Oxford, a poem. (Poetical works of R. Montgomery).

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Page 109 - But wild beasts of the desert shall lie there; and their houses shall be full of doleful creatures; and owls shall dwell there, and satyrs shall dance there.
Page 139 - Thanks to the human heart by which we live, Thanks to its tenderness, its joys, and fears ; To me the meanest flower that blows can give Thoughts that do often lie too deep for tears.
Page 111 - Papa could not hear me, and would play with me no more, for they were going to put him under ground, whence he could never come to us again.
Page 131 - ... (for the which cause he gave attendance), as one in such sorrow not well advised what he did, heaped faggots upon him, so that he clean covered him, which made the fire more vehement beneath, that it burned clean all his nether parts, before it once touched the upper, and that made him leap up and down under the faggots, and often desire them to let the fire come unto him, saying, 'I cannot burn.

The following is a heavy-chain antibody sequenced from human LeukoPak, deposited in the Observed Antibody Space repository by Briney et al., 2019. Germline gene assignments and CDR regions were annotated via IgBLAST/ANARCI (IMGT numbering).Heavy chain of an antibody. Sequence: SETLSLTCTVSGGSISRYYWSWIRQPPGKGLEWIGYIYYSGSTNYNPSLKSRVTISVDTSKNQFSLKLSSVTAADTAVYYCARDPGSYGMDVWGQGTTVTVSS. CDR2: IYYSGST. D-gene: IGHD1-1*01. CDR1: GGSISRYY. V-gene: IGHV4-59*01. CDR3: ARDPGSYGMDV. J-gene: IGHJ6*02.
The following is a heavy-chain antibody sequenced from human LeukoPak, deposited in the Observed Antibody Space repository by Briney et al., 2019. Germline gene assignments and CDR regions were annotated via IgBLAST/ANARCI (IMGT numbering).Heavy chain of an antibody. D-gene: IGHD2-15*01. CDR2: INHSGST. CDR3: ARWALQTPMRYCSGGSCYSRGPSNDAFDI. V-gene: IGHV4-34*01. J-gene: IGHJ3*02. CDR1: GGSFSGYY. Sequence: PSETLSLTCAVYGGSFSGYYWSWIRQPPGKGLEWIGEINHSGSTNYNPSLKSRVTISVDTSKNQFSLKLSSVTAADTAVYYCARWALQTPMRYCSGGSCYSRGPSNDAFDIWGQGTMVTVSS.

Page 152 - That not in fancy's maze he wander'd long, But stoop'd to Truth, and moraliz'd his song...
Page 77 - But little do men perceive what solitude is, and how far it extendeth. For a crowd is not company, and faces are but a gallery of pictures, and talk but a tinkling cymbal, where there is no love.
Page 112 - A poet, while living, is seldom an object sufficiently great to attract much attention ; his real merits are known but to a few, and these are generally sparing in their praises. When his fame is increased by time, it is then too late to investigate the peculiarities of his disposition ; the dews of morning are past, and we vainly try to continue the chase by the meridian splendor.
Page 162 - It visits with inconstant glance Each human heart and countenance ; Like hues and harmonies of evening. Like clouds in starlight widely spread, Like memory of music fled, Like aught that for its grace may be Dear, and yet dearer for its mystery.
Page 130 - Be of good comfort, master Ridley, and play the man. We shall this day light such a candle by God's grace in England, as, I trust, shall never be put out.
Page 145 - Critics too. The bookful blockhead, ignorantly read, With loads of learned lumber in his head, With his own tongue still edifies his ears, And always list'ning to himself appears. All books he reads, and all he reads assails, From Dryden's Fables down to Durfey's Tales. With him, most authors steal their works, or buy 5 Garth did not write his own Dispensary.

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